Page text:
The appearance of malware on Windows Mobile is particularly interesting
because the motivation of this assault was entirely financial. That being
the case, the fact that the malicious developers targeted Windows Mobile,
which is almost entirely limited to the US and now trails Symbian (42%), RIM
(21%), and Apple's iPhone OS (15%) in market share (9% over the last year),
throws decades of Windows-based punditry on its head because "malicious
hackers" supposedly only target the largest platform.

iPhone security features deter malware

Just the fact that Apple has a real security policy in place for iPhone
mobile software in its iTunes App Store serves as a strong deterrent for
rogue developers from even attempting to distribute malicious iPhone OS
software like the tainted games discovered for Windows Mobile.

Jim Finkle, writing for Reuters, claimed that "hackers are increasingly
targeting smartphone users as sales of the sophisticated mobile devices have
soared with the success of Apple Inc's iPhone and Google Inc's Android
operating system," but in reality, any attacks aimed at iPhone users are not
software based expressly because of Apple's strict security policy, and must
be limited to social engineering exploits that prey upon people directly,
rather than infecting their devices with malware.

Android users (just like Mac and Windows users) have no similar security
protection in place, and should be very careful about downloading software,
even from legitimate appearing websites. Unlike desktop malware, which is
somewhat limited in the scope of damage it can cause, mobile malware has the
ability to rapidly run up very expensive mobile bills for weeks before the
user is likely to even notice a problem.


UK Scrapping National IDs

Sam Waltz <>
May 28, 2010 12:00:51 PM EDT

  [From Dave Farber's IP distribution.  PGN]
ID card scheme 'axed in 100 days'

The National Identity Card scheme will be abolished within 100 days
with all cards becoming invalid, Home Secretary Theresa May has said.
Legislation to axe the scheme will be the first put before parliament
by the new government - with a target of it becoming law by August.

The 15,000 people who voluntarily paid 30 pounds for a card since the 2009
roll out in Manchester will not get a refund.  Ms May said ID card holders
would at least have a "souvenir" of the scheme.

# July 2002: Plans unveiled
# November 2004: ID cards bill
# March 2006: Act becomes law
# November 2009: Cards available
# May 2010: Scheme scrapped

The Labour scheme was aimed at tackling fraud, illegal immigration and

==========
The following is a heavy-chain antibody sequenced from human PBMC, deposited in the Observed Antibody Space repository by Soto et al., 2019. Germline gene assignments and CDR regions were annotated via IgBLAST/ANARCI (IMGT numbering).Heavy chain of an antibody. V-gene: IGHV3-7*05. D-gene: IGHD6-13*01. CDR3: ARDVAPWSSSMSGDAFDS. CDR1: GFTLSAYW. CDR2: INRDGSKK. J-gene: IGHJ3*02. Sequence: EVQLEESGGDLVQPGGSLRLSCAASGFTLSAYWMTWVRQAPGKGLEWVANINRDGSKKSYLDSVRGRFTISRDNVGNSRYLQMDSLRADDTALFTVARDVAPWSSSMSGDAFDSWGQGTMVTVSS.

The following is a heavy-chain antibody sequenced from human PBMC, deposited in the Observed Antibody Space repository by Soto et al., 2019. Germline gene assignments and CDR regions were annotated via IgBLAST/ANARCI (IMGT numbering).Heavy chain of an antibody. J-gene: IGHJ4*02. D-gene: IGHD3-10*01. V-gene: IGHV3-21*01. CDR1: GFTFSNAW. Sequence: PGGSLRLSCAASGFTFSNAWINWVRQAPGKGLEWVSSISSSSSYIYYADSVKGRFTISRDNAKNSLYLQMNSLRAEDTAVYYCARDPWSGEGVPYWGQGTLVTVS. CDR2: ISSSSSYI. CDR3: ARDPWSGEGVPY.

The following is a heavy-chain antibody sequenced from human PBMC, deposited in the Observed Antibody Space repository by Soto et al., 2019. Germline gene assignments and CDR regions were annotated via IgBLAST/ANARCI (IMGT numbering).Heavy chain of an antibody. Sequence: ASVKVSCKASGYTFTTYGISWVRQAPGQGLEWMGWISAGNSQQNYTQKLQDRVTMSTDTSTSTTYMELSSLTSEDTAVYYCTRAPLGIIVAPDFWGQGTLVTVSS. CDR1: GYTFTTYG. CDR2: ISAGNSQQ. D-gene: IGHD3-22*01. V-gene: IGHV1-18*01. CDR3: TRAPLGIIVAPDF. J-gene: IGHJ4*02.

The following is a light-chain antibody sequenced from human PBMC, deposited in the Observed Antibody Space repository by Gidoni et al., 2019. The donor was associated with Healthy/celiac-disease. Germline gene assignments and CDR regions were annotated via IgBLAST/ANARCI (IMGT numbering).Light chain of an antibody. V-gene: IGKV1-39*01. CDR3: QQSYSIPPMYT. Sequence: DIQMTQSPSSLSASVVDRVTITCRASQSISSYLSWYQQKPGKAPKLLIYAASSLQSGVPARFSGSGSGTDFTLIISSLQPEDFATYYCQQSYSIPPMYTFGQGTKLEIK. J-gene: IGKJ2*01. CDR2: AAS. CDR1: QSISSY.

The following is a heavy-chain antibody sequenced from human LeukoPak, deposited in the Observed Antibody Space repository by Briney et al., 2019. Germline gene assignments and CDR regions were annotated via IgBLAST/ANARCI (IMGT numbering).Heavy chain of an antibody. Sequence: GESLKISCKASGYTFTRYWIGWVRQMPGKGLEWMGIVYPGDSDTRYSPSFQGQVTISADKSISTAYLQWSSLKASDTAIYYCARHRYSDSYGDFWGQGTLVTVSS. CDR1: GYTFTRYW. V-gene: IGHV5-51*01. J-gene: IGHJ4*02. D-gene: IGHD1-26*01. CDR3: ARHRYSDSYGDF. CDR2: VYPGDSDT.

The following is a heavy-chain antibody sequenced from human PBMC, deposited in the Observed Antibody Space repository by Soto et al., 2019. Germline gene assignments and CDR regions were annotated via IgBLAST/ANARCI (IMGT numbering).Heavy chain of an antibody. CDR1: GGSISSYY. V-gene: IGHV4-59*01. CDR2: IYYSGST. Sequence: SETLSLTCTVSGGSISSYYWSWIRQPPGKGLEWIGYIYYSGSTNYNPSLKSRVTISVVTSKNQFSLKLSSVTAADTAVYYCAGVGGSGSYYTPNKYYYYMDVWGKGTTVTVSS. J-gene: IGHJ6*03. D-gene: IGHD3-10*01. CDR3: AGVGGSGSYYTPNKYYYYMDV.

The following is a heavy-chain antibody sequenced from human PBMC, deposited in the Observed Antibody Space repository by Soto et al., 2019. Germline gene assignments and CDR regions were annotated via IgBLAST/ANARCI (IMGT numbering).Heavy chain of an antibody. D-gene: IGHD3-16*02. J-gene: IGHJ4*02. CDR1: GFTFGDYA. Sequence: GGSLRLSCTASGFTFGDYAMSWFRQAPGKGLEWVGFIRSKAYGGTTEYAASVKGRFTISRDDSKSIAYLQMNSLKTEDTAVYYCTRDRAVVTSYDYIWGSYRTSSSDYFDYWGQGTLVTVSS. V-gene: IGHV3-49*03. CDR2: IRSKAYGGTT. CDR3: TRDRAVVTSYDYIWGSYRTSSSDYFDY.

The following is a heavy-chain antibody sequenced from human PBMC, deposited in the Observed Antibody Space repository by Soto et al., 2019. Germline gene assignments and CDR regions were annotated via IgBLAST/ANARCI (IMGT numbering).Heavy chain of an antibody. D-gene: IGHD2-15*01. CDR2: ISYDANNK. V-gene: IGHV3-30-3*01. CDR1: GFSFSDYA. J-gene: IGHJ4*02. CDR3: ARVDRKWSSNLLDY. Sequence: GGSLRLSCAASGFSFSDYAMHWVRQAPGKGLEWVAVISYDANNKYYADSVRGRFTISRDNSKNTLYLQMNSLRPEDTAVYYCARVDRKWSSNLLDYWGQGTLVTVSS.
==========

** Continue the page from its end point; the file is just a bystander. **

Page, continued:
identity theft - but it was criticised for being too expensive and an
infringement of civil liberties. The cards were designed to hold personal
biometric data on an encrypted chip, including name, a photograph and
fingerprints. The supporting National Identity Register was designed to hold
up to 50 pieces of information.

The cards already in circulation will remain legal until Parliament has
passed the legislation to abolish them and the register. The short abolition
bill will be pushed through Parliament as quickly as possible with the aim
of cards being invalid by 3 Sep.

Anyone who has a card or has to deal with them, such as airport security
officials, will be told the termination date in writing. Once the cards are
illegal, the National Identity Register will be "physically destroyed", say
ministers. Some 60 people who were working on the scheme for the Identity
and Passport Service in Durham have lost their jobs.

Ms May said: "This bill is a first step of many that this government is
taking to reduce the control of the state over decent, law-abiding people
and hand power back to them. With swift Parliamentary approval, we aim to
consign identity cards and the intrusive ID card scheme to history within
100 days."

Officials are renegotiating two contracts worth 650M pounds with companies
who had agreed to deliver parts of the scheme. It's not clear how much the
government will need to pay compensation, but officials say there is no
"poisoned pill" in the deals and they expect to save 86M pounds once all
exit costs are met.  [...]

Protecting Internet Security, *China Daily*, 8 Jun 2010

"Peter G. Neumann" <>